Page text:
Money Matters: An IMF Exhibit -- The Importance of Global Cooperation

Reinventing the System (1972-1981)



Conflict &
(1871 - 1944)

Destruction &
(1945 - 1958)
The System
In Crisis

(1959 - 1971)
the System
(1972 - 1981)
Debt &

(1981 - 1989)
Globalization and Integration
(1989 - 1999)
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IMF surveillance:

IMF Surveillance involves continuous examination by the Fund of the economic, monetary, fiscal, and exchange policies of member countries, and their domestic and international consequences, carried out with the cooperation of those countries. As part of this examination an economic report on each country, is prepared by the IMF staff, discussed in the IMF's Executive Board and released to the public when the member concerned agrees. Surveillance thus promotes the openness and soundness of each member's policies and assists all member countries in their economic dealings with one another.



An embargo legally prohibits some or all trade with a foreign country. Governments resort to embargo to express displeasure with the policies of another country and to attempt to coerce the country to change its policies.


IMF Oil Facilities:

The two IMF Oil Facilities were Fund initiatives to channel borrowed money at below-market rates of interest to developing countries hardest hit by the rise in oil prices that began in 1973. They were temporary measures.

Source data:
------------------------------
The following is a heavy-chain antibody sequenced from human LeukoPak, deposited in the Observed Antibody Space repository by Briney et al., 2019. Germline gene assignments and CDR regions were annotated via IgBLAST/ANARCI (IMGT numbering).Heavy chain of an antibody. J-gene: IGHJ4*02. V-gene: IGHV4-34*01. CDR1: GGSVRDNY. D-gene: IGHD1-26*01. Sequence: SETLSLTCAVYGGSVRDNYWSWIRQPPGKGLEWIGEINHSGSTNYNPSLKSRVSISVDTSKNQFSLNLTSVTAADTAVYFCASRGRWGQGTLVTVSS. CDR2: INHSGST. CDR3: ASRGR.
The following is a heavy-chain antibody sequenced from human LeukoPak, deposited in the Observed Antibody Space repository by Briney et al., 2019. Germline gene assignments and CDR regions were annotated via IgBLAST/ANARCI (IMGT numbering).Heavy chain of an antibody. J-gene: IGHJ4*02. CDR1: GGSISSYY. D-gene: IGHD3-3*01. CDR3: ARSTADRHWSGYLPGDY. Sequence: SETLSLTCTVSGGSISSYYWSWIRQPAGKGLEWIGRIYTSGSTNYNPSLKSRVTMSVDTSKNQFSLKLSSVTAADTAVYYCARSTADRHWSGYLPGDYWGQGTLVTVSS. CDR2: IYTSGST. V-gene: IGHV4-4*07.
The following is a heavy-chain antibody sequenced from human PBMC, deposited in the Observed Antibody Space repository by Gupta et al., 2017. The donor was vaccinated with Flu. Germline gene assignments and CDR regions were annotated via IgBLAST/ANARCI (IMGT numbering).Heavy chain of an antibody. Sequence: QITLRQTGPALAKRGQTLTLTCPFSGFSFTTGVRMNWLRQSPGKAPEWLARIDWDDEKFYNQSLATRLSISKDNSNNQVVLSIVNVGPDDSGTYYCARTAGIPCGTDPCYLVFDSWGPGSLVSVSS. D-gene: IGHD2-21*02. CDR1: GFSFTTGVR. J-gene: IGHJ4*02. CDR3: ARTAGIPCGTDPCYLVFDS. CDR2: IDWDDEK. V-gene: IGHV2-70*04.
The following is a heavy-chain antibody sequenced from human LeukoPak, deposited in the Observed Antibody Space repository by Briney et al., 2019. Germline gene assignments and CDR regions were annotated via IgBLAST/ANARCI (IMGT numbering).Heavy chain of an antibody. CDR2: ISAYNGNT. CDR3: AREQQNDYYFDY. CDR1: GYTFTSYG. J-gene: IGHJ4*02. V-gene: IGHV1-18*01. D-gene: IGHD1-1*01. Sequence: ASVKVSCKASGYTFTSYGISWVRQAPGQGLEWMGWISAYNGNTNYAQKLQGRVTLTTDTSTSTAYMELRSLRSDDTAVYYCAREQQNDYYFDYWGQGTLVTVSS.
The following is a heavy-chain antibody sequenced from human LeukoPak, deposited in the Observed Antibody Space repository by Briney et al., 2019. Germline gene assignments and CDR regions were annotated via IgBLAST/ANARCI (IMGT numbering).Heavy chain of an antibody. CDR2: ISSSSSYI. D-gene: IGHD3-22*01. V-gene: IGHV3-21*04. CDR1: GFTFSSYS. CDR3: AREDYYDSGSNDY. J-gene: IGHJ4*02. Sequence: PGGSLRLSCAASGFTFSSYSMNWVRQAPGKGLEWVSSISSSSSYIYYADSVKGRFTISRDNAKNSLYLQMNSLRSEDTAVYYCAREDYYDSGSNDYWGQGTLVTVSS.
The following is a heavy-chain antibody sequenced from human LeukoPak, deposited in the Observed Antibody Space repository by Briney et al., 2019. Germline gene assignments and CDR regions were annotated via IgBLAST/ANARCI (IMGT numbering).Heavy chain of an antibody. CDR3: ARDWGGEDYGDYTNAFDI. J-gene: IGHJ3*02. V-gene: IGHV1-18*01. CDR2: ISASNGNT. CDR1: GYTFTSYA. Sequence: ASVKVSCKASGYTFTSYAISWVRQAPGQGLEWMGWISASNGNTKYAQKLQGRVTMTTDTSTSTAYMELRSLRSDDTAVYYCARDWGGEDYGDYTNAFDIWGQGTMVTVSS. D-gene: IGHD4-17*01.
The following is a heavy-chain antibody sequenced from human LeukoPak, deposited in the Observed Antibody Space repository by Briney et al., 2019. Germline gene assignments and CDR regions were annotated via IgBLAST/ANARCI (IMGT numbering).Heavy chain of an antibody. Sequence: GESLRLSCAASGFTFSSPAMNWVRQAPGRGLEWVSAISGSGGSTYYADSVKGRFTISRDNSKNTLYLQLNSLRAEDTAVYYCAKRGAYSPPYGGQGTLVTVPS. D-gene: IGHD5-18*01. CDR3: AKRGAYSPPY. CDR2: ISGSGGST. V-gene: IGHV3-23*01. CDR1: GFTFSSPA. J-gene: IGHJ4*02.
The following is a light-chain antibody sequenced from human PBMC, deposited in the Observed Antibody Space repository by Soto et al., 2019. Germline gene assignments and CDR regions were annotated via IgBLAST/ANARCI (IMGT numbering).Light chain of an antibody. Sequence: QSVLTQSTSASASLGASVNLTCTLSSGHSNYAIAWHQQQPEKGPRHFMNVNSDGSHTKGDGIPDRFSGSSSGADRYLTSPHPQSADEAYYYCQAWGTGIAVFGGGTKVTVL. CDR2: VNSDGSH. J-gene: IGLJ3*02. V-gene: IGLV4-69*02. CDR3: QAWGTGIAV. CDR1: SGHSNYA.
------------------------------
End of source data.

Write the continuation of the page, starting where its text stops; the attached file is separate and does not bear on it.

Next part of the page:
Excess liquidity:

Excess liquidity is the condition of countries' having too much money in circulation. For example, in the late 1970s, the rise in oil prices brought in a flood of money (more than could be immediately spent) into the oil-producing countries. Prudently, these countries placed much of this excess money in banks, which soon found themselves having excess liquidity: more money than they could conveniently lend.


Central banks:

Central banks are institutions responsible for overseeing the banking system, managing official international reserves, and adjusting monetary conditions-in particular, short-term interest rates-in order to keep the economy on course. In the United States, the Federal Reserve System performs these functions. Their charters often make central banks independent of government so as to avoid unhelpful political influence.


Interest rates:

Interest rates are the cost of borrowing money. When a central bank (the institution in each country which adjusts monetary conditions and manages international reserves) decides to change the interest rate on money it lends to banks, the banks respond with a corresponding change in the interest rate on money they lend to businesses and private individuals. Central banks raise short-term interest rates to discourage borrowing, slow economic growth, and hold inflation in check. They lower short-term interest rates to spur economic growth by encouraging business investment and consumer spending.


Would Floating Rates
Sink the System?
OPEC Takes Center Stage Petrodollar Problem
Recycling Petrodollars Stagflation Rush from the Dollar War on Inflation

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